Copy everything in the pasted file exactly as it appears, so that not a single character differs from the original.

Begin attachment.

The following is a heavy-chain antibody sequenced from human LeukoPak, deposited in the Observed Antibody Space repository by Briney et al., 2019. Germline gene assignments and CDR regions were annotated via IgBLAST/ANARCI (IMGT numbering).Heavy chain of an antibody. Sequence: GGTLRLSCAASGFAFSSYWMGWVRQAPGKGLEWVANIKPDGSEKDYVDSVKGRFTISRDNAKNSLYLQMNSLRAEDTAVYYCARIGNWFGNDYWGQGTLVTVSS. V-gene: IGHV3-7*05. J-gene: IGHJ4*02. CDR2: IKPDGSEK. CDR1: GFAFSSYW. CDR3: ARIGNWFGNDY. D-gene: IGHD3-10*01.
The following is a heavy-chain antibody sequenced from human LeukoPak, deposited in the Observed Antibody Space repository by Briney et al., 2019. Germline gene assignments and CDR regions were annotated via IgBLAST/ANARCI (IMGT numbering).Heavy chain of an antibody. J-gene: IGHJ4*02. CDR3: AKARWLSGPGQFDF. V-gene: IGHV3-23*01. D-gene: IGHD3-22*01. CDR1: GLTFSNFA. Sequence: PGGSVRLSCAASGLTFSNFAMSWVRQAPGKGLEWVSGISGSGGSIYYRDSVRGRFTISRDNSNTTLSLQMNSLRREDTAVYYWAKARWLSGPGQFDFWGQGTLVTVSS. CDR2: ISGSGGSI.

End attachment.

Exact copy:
The following is a heavy-chain antibody sequenced from human LeukoPak, deposited in the Observed Antibody Space repository by Briney et al., 2019. Germline gene assignments and CDR regions were annotated via IgBLAST/ANARCI (IMGT numbering).Heavy chain of an antibody. Sequence: GGTLRLSCAASGFAFSSYWMGWVRQAPGKGLEWVANIKPDGSEKDYVDSVKGRFTISRDNAKNSLYLQMNSLRAEDTAVYYCARIGNWFGNDYWGQGTLVTVSS. V-gene: IGHV3-7*05. J-gene: IGHJ4*02. CDR2: IKPDGSEK. CDR1: GFAFSSYW. CDR3: ARIGNWFGNDY. D-gene: IGHD3-10*01.
The following is a heavy-chain antibody sequenced from human LeukoPak, deposited in the Observed Antibody Space repository by Briney et al., 2019. Germline gene assignments and CDR regions were annotated via IgBLAST/ANARCI (IMGT numbering).Heavy chain of an antibody. J-gene: IGHJ4*02. CDR3: AKARWLSGPGQFDF. V-gene: IGHV3-23*01. D-gene: IGHD3-22*01. CDR1: GLTFSNFA. Sequence: PGGSVRLSCAASGLTFSNFAMSWVRQAPGKGLEWVSGISGSGGSIYYRDSVRGRFTISRDNSNTTLSLQMNSLRREDTAVYYWAKARWLSGPGQFDFWGQGTLVTVSS. CDR2: ISGSGGSI.